Any of the strategies will produce a capable division; thus no strategy has a dominant advantage. Rather, each has different risks and tradeoffs. Arroyo researchers used three criteria to highlight the tradeoffs: force generation, training quality, and resources.

Force Generation

Training three brigades in parallel provides a division in the shortest time—about 4.5 months—but carries the greatest risk. Active units must deploy from the proposed training sites, and they may not have departed by the time the reserve units arrive. Also, this strategy is the least flexible. If one brigade has substantially lower readiness than the other two, it is not possible to delay it in the mobilization queue to address the problems without affecting the total time required to prepare the division.

The second strategy—all brigades passing through Fort Irwin—takes nearly two months longer but poses less risk. This was the strategy favored by senior trainers that the Arroyo Center interviewed during the evaluation phase of the study. All training above company level takes place at one site, which houses the bulk of the brigade trainers during peacetime. It thus makes the best use of trainers and opposing force, and it provides time together for all division elements, thereby enhancing cohesion and team building. Only one brigade must be ready for training shortly after M-day; this leaves time to deal with any readiness problems in the other two brigades.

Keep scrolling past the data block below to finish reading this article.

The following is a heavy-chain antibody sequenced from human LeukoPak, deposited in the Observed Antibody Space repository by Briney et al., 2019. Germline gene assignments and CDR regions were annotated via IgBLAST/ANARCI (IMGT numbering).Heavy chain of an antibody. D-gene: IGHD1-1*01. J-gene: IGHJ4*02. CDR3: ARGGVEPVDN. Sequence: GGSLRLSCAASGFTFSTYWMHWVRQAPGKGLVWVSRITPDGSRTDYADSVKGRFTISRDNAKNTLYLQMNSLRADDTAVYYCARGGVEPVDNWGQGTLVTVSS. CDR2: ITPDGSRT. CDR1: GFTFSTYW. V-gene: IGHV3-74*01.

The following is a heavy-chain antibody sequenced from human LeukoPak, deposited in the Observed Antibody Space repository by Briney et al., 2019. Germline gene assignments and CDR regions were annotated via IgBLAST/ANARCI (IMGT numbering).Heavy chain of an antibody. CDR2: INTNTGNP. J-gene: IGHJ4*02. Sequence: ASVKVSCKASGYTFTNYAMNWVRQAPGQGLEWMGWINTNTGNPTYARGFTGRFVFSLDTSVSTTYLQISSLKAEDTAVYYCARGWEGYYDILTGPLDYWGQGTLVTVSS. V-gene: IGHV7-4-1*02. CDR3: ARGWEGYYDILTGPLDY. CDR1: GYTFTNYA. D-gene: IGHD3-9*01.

The third strategy—two division sites—takes longer to produce the first division but delivers the second one almost two months sooner than the second strategy. Its risks parallel those of the first strategy. However, it has an added advantage: It leaves a residual training capability, which could be used to prepare another enhanced separate brigade or an armored cavalry regiment, should the wartime situation demand more forces.

Training Quality

The second strategy, sending all units through Fort Irwin, offers the best quality. Units would benefit from the unmatched facilities of the National Training Center (NTC), including the instrumented battlefield and live-fire ranges. This strategy takes the greatest advantage of the experience of NTC's trainers and professional opposing force. The other two strategies require the NTC operations group to divide into as many as three groups, thus diluting their experience. Those strategies also provide more time for the divisional elements to work together. However, both also create long periods of inactivity for some elements because the brigades mobilize sequentially, requiring the early brigades to wait for the later ones to complete training.

Resource Requirements

It takes somewhat more resources to prepare divisions than it does to prepare brigades: about 300–400 more active component trainers, one or two teams from TRADOC's Battle Command Training Program, and simulations and support personnel from the USAR's Divisions (Exercise). In our judgment, the Army could overcome these constraints, but it would need to take care that the changes did not impede its ability to mobilize and prepare other early-deploying units.